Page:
The Irish government published it’s first climate change bill in 2015. This was superseded by the Climate Action and Low Carbon Development (Amendment) Bill 2020. This post records my initial review of the combined bills.
- I couldn’t find a single document! There is a 2015 bill and the 2020 Amendment. So, you must read both at the same time. Sounds a little thing, but these are legal documents and it makes it harder than necessary. I suspect lazy civil servants or deliberate obfuscation. Not a good start.
The documents are not designed to communicate, so I started by developing a very simple concept model. It’s self-explanatory.
2. A couple of definitions:
a. “Carbon budget’ means, in relation to one or more greenhouse gases, the total amount of greenhouse gas emissions that are permitted during the budget period.
b. Parameters, Constraints and other Matters for Consideration relate to a catch all requirement for “Minister and the Government shall have regard to the following matters” which is a long list of possible constraints. More on this later.
3. When the term budget is mentioned, the first thing I look for is who is responsible. If you don’t have clearly, legally defined responsibility, it is likely the budget will be ignored. In my revised model below, I have added a link between Budget and Responsibility.
So who is responsible for some element of the carbon budget? I suggest making climate improvements needs wide awareness and responsibility which should include state bodies, semi state bodies, commercial and non-profit organizations as well as individuals. Of course, the responsibility and accountability will be highly variable. But we might have policies such as:
a. All enterprises and organizations over €Nm turnover to publish annual update of their Carbon footprint as a web service that can be accessed as public domain information and in annual accounts.
b. Calculated footprints to be published for each taxable business unit by geography and specific consumer products and services. E.g Electricity companies publish total and per Kw by service type.
c. Individuals to be given tools to understand their carbon footprint and made aware of opportunities and incentives to improve.
4. The bill identifies just two types of policy, climate and social justice. It’s notable that the social justice policy type was absent from the 2015 bill, and we can imagine that the Green party now in power had a hand in promoting this important category. But, why not go further and identify critical policy types.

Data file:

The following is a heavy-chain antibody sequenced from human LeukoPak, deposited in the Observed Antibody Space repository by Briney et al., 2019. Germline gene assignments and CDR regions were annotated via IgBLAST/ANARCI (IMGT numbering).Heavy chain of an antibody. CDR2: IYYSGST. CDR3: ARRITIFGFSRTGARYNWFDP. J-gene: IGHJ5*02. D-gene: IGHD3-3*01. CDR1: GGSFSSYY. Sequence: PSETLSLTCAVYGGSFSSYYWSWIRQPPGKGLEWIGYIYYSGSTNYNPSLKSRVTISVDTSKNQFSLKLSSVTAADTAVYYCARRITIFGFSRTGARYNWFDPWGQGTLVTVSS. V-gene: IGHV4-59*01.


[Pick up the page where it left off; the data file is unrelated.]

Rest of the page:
First, the very absence of overall emissions reduction targets is astonishing. Simply stating climate neutral economy by the end of the year 2050 is not helpful. Is this net or gross? What intermediate staging? Targets for every 5 years? Why not emulate Sweden and state 2045? Then there are more detailed policy types. I suggest adding at the very minimum: taxation, incentives, governance, etc
5. Section 3 (3) states, “For the purposes of performing their functions under sections 4, 5 and 6 the Minister and the Government shall have regard to the following matters” which is then followed by a list of what I have modelled as Parameters, Constraints and other Matters for Consideration. If these items are sufficiently important to put into legal text, there should be explicit requirements stated. For example “the special economic and social role of agriculture” is a time bomb that, if left unchanged will potentially compromise implementation of the entire plan.
6. The functions of the Advisory Council are indicative of split responsibility. Lessons might be learnt from NPHET. Also from the UK which has a very strong, independent statutory body. The emphasis of the bill is overwhelmingly about how members are selected and the function of the Council is covered in just a few short lines at the end of a long section.
In summary, very disappointing. I will continue and review some other countries. I note the UK, Sweden and NZ have done good work in this area, and will do some comparisons.
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